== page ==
The global industrial revolution, which began in Great Britain in the late 18th century, led to a huge wave of innovations, like the steam engine and increased productivity in multiple domains like mining, iron production, textile manufacturing, transportation, and more. Other countries followed, but Britain’s dominance was clear and overwhelming, helping it to grow stronger both economically and militarily and to become the global superpower of the 19th century. But this initial wave of innovation was eventually disrupted, and I have been thinking lately about the parallels between the Industrial Revolution of yesteryear and the high-tech revolution of our own era.
The second Industrial Revolution which started in the latter half of the 19th century was no longer led by Great Britain alone. Other countries – like Germany, the United States and a few others – were dominant players as well. In this period of rapid industrialization, Europe’s share was greater than the rest of the world combined, but the United States was about to surpass Great Britain.
Ironically, one of the factors that made the competition harder for Great Britain in this period was its first mover advantage in the first Industrial Revolution:
“Because it industrialized first, Britain’s comparative advantage lay in the old industries while her rivals’ comparative advantage lay in newer industries… The concentration of British export in a few industries was therefore the legacy of the lead that Britain achieved in the industrial revolution… The legacy of early leadership shaped British trade into the twentieth century and may have imposed costs of ‘overcommitment’ and late adoption of new technology.”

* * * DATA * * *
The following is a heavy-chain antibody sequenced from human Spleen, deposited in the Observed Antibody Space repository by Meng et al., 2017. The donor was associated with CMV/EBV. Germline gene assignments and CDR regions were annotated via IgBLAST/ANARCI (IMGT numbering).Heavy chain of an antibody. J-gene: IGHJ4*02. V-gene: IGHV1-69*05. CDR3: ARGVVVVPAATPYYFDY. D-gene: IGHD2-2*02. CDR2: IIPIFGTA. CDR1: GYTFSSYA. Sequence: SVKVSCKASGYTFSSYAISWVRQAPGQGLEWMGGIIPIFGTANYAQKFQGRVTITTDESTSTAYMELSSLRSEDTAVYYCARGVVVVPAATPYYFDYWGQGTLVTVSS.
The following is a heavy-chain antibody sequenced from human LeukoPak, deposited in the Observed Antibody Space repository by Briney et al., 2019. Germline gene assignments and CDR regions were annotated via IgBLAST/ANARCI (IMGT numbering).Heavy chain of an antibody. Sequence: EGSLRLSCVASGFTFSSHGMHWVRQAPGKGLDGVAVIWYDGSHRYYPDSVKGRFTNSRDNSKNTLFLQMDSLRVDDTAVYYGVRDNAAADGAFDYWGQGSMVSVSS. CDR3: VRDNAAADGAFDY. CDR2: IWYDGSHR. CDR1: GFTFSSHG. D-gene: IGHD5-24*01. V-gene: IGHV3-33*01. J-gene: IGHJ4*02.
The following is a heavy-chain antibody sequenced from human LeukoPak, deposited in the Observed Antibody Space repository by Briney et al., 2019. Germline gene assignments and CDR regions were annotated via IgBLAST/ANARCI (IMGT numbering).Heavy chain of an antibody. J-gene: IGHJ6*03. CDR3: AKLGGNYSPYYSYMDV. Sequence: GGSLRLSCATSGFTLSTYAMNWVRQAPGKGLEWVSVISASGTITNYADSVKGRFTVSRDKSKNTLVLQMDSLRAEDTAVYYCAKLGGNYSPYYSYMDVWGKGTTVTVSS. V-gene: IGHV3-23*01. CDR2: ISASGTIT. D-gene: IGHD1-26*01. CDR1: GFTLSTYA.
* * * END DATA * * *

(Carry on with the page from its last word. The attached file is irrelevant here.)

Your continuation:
The Cambridge Economic History of Modern Britain, Volume 2, “Trade, 1870-1939: from globalization to fragmentation”, pp. 174-175
This does not surprise me. In the world of startups and VCs, we are constantly in the business of disruption, always on the lookout for disruptors who can undermine the dominance of the incumbents through technological, operational and business model innovations. We understand that the over-commitment of the market leaders to their technological and operational legacy, as well as their commercial commitments to their existing customers, is usually holding them back from being the innovators in their fields.
But with the increasing pace of innovation, the disruptors themselves might not be moving fast enough. When the second or third wave of innovation come shortly after a first wave in some industry, they overtake the emerging leaders of the first wave before these manage to conquer the territory of the old dinosaurs. What happened to the British over several decades during the Second Industrial Revolution might happen in today’s high-tech industries within a few years.
Sun Microsystems and Unix were major disruptors of mainframes in the 1980s and 1990s, but were disrupted themselves in the 2000s by hardware commoditization and Linux. After suffering weakening steep losses due to the dot-com bubble burst of 2000, and failing to recover its market position, its share price fell from its record high of $253 in 2000 to slightly over $3 in 2008.